The disc features previews of Star Trek - Season 2, Jericho - Season 1, and Twin Peaks.


In Conclusion

3.5/5 (not an average)

The Invaders is an entertaining sci-fi adventure series, and the presentation here is likely the best the series will ever look on home video. Some fun extras give the package added value.


Matt Hough
Charlotte, NC

#2 of 8 Mike*HTF

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Posted January 25 2009 - 04:17 AM

Nice review, Matt.

Two questions -
Are there subtitles (not CC) this time? and what sort of case was used (regular or double-sized)?

#3 of 8 Matt Hough

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Posted January 25 2009 - 08:39 AM

Quote:
Originally Posted by Mike*HTF
Nice review, Matt.

Two questions -
Are there subtitles (not CC) this time? and what sort of case was used (regular or double-sized)?

Double sized case to accommodate the seven discs. I didn't turn it on, but I assume it's just CC (as indicated on the packaging). There isn't any setup function that included subtitles.

#4 of 8 Carabimero

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Posted January 25 2009 - 09:22 AM

I want my set NOW!

#5 of 8 Mike*HTF

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Posted January 26 2009 - 10:59 AM

Thanks, Matt

#6 of 8 Charles Thaxton

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Posted January 26 2009 - 02:03 PM

Is the scene in THE TRIAL where Vincent scratches Russell Johnson's face intact? It's always been "cut" during broadcastsPosted Image ( I guess they thought it might give someone ideas)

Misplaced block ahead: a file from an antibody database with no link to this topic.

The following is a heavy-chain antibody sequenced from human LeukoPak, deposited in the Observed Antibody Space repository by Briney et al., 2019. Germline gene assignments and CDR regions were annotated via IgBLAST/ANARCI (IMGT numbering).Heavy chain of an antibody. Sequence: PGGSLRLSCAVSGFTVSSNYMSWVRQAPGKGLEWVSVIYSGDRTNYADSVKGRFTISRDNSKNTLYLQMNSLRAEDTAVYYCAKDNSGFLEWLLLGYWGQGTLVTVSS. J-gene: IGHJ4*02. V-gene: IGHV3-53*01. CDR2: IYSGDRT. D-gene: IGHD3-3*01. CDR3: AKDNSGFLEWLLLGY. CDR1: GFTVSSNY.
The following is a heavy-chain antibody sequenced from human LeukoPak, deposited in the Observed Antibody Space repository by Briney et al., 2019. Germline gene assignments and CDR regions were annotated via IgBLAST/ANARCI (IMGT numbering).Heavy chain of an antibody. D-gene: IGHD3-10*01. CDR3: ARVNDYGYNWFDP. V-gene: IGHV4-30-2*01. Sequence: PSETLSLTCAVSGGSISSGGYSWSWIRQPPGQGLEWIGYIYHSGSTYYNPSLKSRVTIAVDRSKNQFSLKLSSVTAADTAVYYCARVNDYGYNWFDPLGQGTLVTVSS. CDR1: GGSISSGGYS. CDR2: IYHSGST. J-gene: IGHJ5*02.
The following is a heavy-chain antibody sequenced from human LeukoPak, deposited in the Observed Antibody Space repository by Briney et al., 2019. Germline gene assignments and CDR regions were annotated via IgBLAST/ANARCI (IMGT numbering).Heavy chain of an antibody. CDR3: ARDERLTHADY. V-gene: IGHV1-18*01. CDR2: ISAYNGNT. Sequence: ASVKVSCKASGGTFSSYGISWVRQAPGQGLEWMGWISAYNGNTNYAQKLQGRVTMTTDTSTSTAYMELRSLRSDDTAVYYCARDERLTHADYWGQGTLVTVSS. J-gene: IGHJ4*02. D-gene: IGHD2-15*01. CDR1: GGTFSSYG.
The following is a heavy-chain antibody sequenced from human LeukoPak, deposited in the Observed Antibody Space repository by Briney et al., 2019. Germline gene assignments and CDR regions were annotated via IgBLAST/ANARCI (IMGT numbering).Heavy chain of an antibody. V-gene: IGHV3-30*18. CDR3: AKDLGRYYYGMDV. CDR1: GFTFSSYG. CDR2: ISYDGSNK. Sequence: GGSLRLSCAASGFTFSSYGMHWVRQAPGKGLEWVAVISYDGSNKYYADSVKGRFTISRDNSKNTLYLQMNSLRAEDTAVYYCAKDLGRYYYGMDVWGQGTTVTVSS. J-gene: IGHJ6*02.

#7 of 8 Matt Hough

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Posted January 26 2009 - 03:49 PM

Quote:
Originally Posted by Charles Thaxton
Is the scene in THE TRIAL where Vincent scratches Russell Johnson's face intact? It's always been "cut" during broadcastsPosted Image ( I guess they thought it might give someone ideas)

Sorry I can't answer. That sounds kind of familiar, but I can't say for certain. (I've watched two films for review purposes and some other things since I finished the set and filed the review.) I promised the set to a friend and mailed it off late this morning so I can't go back and check. I'm sure someone who gets a copy tomorrow will be glad to reply.

#8 of 8 Harry-N

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Posted January 27 2009 - 09:32 PM

I just peeked ahead for the sake of answering the question, and yes, the scene of Roy Thinnes cutting Russell Johnson's face is intact. The episode times out to 51:30, right about where it should be, so everything appears to be there.

Harry
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A fugitive moves on, through anguished tunnels of time, down dim streets, into dark corners. And each new day offers fear and frustration, tastes of honey and hemlock. But if there is a hazard, there is also hope. - Closing narration to THE FUGITIVE, "Death Is The Door Prize".